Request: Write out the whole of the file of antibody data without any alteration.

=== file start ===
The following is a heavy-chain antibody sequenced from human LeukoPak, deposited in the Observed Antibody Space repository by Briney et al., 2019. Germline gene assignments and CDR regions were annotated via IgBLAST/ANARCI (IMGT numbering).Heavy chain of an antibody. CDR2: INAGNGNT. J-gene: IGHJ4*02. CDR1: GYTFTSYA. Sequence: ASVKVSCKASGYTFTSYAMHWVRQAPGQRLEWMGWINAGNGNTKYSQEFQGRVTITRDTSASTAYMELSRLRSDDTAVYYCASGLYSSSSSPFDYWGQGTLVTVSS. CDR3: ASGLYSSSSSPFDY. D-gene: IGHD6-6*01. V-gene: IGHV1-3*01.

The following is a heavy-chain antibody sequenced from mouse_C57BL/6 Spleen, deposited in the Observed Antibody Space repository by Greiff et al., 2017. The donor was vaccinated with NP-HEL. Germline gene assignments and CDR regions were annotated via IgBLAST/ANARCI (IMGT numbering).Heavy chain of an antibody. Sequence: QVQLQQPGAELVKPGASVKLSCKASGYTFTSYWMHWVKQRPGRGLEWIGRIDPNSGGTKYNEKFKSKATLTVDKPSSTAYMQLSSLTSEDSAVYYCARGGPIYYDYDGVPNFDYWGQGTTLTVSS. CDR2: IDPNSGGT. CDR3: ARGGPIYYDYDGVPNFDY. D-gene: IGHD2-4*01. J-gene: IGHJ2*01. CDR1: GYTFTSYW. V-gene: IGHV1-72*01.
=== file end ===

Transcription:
The following is a heavy-chain antibody sequenced from human LeukoPak, deposited in the Observed Antibody Space repository by Briney et al., 2019. Germline gene assignments and CDR regions were annotated via IgBLAST/ANARCI (IMGT numbering).Heavy chain of an antibody. CDR2: INAGNGNT. J-gene: IGHJ4*02. CDR1: GYTFTSYA. Sequence: ASVKVSCKASGYTFTSYAMHWVRQAPGQRLEWMGWINAGNGNTKYSQEFQGRVTITRDTSASTAYMELSRLRSDDTAVYYCASGLYSSSSSPFDYWGQGTLVTVSS. CDR3: ASGLYSSSSSPFDY. D-gene: IGHD6-6*01. V-gene: IGHV1-3*01.

The following is a heavy-chain antibody sequenced from mouse_C57BL/6 Spleen, deposited in the Observed Antibody Space repository by Greiff et al., 2017. The donor was vaccinated with NP-HEL. Germline gene assignments and CDR regions were annotated via IgBLAST/ANARCI (IMGT numbering).Heavy chain of an antibody. Sequence: QVQLQQPGAELVKPGASVKLSCKASGYTFTSYWMHWVKQRPGRGLEWIGRIDPNSGGTKYNEKFKSKATLTVDKPSSTAYMQLSSLTSEDSAVYYCARGGPIYYDYDGVPNFDYWGQGTTLTVSS. CDR2: IDPNSGGT. CDR3: ARGGPIYYDYDGVPNFDY. D-gene: IGHD2-4*01. J-gene: IGHJ2*01. CDR1: GYTFTSYW. V-gene: IGHV1-72*01.